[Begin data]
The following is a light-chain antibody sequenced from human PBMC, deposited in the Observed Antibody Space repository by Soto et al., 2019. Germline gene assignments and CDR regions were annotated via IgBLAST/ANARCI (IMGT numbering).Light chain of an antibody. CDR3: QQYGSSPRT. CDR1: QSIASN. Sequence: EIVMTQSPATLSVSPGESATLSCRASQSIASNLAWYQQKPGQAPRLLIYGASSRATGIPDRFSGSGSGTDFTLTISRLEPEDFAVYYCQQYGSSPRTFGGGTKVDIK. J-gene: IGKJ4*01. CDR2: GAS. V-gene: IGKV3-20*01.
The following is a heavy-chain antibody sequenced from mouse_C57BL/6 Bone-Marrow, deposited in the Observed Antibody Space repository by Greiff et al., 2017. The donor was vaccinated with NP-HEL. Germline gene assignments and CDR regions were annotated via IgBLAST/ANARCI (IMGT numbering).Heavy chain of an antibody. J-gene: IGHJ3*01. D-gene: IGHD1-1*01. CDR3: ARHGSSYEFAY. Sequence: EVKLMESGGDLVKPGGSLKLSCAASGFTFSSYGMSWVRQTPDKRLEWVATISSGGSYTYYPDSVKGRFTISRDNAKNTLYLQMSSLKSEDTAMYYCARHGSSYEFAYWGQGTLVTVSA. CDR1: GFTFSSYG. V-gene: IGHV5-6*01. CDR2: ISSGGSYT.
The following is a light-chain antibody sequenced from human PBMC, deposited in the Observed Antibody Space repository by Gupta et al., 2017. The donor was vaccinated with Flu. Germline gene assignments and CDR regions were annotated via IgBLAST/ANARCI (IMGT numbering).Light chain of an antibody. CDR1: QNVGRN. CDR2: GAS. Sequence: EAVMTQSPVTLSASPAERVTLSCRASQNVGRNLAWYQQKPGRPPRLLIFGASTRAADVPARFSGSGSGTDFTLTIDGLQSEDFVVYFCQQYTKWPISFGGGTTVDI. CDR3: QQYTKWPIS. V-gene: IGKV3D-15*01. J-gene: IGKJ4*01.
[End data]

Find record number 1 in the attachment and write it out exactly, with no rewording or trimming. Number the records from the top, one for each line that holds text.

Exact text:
The following is a light-chain antibody sequenced from human PBMC, deposited in the Observed Antibody Space repository by Soto et al., 2019. Germline gene assignments and CDR regions were annotated via IgBLAST/ANARCI (IMGT numbering).Light chain of an antibody. CDR3: QQYGSSPRT. CDR1: QSIASN. Sequence: EIVMTQSPATLSVSPGESATLSCRASQSIASNLAWYQQKPGQAPRLLIYGASSRATGIPDRFSGSGSGTDFTLTISRLEPEDFAVYYCQQYGSSPRTFGGGTKVDIK. J-gene: IGKJ4*01. CDR2: GAS. V-gene: IGKV3-20*01.